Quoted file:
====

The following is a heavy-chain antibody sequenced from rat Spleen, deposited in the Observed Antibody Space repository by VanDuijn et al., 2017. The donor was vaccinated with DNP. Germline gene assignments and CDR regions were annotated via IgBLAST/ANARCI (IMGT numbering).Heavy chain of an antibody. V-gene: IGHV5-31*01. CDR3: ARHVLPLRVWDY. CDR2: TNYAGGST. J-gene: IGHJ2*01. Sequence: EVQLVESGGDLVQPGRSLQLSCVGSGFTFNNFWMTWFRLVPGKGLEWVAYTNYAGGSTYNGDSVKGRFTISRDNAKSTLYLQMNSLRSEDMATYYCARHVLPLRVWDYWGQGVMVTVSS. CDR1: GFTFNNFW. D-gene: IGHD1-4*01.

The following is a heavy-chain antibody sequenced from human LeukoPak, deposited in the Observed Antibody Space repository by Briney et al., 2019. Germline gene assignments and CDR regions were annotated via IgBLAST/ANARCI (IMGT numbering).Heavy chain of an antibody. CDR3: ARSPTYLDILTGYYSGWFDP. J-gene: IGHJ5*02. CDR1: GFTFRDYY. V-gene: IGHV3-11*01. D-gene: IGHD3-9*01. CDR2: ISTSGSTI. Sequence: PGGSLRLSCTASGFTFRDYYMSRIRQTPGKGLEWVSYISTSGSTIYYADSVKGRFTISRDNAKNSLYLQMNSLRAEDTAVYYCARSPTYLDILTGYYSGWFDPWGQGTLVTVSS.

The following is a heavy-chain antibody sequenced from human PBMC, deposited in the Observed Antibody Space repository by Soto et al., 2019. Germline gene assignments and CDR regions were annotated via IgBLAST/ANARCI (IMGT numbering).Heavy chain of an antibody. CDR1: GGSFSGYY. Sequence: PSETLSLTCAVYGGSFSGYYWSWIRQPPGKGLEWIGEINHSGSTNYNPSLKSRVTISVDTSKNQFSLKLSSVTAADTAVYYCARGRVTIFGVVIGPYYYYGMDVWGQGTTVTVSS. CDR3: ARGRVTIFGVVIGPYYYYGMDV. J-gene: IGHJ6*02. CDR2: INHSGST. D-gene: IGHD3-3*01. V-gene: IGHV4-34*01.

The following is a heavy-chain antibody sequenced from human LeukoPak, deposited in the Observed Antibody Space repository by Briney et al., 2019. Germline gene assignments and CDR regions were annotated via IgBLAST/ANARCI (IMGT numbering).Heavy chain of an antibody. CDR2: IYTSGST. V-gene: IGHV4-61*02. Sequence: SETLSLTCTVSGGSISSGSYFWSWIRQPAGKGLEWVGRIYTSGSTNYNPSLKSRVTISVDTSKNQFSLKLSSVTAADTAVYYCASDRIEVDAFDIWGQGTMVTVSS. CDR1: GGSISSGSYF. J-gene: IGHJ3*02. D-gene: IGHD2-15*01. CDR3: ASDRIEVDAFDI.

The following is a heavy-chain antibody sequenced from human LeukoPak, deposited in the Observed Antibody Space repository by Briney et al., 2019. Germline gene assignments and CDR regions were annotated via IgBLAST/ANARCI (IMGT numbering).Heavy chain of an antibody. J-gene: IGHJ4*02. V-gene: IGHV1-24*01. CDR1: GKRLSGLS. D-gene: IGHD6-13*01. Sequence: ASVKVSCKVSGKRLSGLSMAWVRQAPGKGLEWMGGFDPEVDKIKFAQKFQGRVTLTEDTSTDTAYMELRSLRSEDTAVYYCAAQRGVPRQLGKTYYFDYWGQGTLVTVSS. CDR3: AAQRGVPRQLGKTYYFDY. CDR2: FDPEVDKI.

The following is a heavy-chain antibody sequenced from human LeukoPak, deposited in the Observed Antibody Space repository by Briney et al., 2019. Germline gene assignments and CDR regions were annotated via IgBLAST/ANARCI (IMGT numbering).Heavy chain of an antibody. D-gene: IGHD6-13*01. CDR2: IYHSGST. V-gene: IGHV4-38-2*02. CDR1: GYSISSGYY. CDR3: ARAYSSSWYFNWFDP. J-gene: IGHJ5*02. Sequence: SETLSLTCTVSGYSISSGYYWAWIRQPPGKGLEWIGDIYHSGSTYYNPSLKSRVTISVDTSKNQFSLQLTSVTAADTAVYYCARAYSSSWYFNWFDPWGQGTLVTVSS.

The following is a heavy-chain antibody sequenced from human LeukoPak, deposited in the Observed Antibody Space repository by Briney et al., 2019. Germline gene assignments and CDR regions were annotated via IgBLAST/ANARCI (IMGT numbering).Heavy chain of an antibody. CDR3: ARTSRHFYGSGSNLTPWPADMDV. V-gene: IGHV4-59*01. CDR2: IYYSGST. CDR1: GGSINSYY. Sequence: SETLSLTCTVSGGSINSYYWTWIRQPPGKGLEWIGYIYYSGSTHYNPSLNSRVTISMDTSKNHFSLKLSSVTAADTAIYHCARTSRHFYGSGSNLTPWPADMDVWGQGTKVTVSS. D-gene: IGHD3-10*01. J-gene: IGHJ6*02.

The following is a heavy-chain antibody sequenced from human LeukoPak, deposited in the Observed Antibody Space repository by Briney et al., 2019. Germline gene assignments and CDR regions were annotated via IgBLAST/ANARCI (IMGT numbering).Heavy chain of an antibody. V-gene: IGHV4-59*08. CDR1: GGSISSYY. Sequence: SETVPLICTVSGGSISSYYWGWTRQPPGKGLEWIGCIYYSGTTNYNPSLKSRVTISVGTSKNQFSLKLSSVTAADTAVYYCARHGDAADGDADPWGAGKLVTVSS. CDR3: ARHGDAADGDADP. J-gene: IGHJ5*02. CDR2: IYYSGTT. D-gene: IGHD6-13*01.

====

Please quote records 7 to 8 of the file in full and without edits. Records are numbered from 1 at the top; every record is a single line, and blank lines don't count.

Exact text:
The following is a heavy-chain antibody sequenced from human LeukoPak, deposited in the Observed Antibody Space repository by Briney et al., 2019. Germline gene assignments and CDR regions were annotated via IgBLAST/ANARCI (IMGT numbering).Heavy chain of an antibody. CDR3: ARTSRHFYGSGSNLTPWPADMDV. V-gene: IGHV4-59*01. CDR2: IYYSGST. CDR1: GGSINSYY. Sequence: SETLSLTCTVSGGSINSYYWTWIRQPPGKGLEWIGYIYYSGSTHYNPSLNSRVTISMDTSKNHFSLKLSSVTAADTAIYHCARTSRHFYGSGSNLTPWPADMDVWGQGTKVTVSS. D-gene: IGHD3-10*01. J-gene: IGHJ6*02.

The following is a heavy-chain antibody sequenced from human LeukoPak, deposited in the Observed Antibody Space repository by Briney et al., 2019. Germline gene assignments and CDR regions were annotated via IgBLAST/ANARCI (IMGT numbering).Heavy chain of an antibody. V-gene: IGHV4-59*08. CDR1: GGSISSYY. Sequence: SETVPLICTVSGGSISSYYWGWTRQPPGKGLEWIGCIYYSGTTNYNPSLKSRVTISVGTSKNQFSLKLSSVTAADTAVYYCARHGDAADGDADPWGAGKLVTVSS. CDR3: ARHGDAADGDADP. J-gene: IGHJ5*02. CDR2: IYYSGTT. D-gene: IGHD6-13*01.